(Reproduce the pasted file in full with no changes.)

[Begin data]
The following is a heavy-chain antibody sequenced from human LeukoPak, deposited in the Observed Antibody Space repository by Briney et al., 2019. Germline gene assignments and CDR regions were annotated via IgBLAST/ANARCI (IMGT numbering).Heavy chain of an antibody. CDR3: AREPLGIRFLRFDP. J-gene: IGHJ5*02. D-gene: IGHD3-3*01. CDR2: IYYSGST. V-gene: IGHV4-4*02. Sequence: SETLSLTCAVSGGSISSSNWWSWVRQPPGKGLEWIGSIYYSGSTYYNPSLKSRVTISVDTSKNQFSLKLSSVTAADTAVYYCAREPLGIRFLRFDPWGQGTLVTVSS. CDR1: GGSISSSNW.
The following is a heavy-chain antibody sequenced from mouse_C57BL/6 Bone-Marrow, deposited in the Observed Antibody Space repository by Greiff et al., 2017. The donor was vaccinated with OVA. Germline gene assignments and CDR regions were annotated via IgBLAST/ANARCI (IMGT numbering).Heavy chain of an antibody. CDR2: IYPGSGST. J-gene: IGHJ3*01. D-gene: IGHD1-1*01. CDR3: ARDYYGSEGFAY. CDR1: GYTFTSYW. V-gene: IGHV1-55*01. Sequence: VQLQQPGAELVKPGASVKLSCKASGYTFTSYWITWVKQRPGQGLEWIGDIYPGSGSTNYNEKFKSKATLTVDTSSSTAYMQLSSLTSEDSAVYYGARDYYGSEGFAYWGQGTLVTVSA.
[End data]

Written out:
The following is a heavy-chain antibody sequenced from human LeukoPak, deposited in the Observed Antibody Space repository by Briney et al., 2019. Germline gene assignments and CDR regions were annotated via IgBLAST/ANARCI (IMGT numbering).Heavy chain of an antibody. CDR3: AREPLGIRFLRFDP. J-gene: IGHJ5*02. D-gene: IGHD3-3*01. CDR2: IYYSGST. V-gene: IGHV4-4*02. Sequence: SETLSLTCAVSGGSISSSNWWSWVRQPPGKGLEWIGSIYYSGSTYYNPSLKSRVTISVDTSKNQFSLKLSSVTAADTAVYYCAREPLGIRFLRFDPWGQGTLVTVSS. CDR1: GGSISSSNW.
The following is a heavy-chain antibody sequenced from mouse_C57BL/6 Bone-Marrow, deposited in the Observed Antibody Space repository by Greiff et al., 2017. The donor was vaccinated with OVA. Germline gene assignments and CDR regions were annotated via IgBLAST/ANARCI (IMGT numbering).Heavy chain of an antibody. CDR2: IYPGSGST. J-gene: IGHJ3*01. D-gene: IGHD1-1*01. CDR3: ARDYYGSEGFAY. CDR1: GYTFTSYW. V-gene: IGHV1-55*01. Sequence: VQLQQPGAELVKPGASVKLSCKASGYTFTSYWITWVKQRPGQGLEWIGDIYPGSGSTNYNEKFKSKATLTVDTSSSTAYMQLSSLTSEDSAVYYGARDYYGSEGFAYWGQGTLVTVSA.